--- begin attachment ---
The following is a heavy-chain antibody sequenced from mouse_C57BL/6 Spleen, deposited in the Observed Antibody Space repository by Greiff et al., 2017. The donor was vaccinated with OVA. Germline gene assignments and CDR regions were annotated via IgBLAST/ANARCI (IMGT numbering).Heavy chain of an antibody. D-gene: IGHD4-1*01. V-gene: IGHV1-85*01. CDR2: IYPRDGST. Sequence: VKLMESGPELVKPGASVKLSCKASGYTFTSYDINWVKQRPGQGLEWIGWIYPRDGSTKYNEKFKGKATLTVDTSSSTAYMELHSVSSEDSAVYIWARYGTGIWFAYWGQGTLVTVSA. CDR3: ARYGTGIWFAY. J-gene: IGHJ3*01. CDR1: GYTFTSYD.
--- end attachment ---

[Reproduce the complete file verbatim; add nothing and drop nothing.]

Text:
The following is a heavy-chain antibody sequenced from mouse_C57BL/6 Spleen, deposited in the Observed Antibody Space repository by Greiff et al., 2017. The donor was vaccinated with OVA. Germline gene assignments and CDR regions were annotated via IgBLAST/ANARCI (IMGT numbering).Heavy chain of an antibody. D-gene: IGHD4-1*01. V-gene: IGHV1-85*01. CDR2: IYPRDGST. Sequence: VKLMESGPELVKPGASVKLSCKASGYTFTSYDINWVKQRPGQGLEWIGWIYPRDGSTKYNEKFKGKATLTVDTSSSTAYMELHSVSSEDSAVYIWARYGTGIWFAYWGQGTLVTVSA. CDR3: ARYGTGIWFAY. J-gene: IGHJ3*01. CDR1: GYTFTSYD.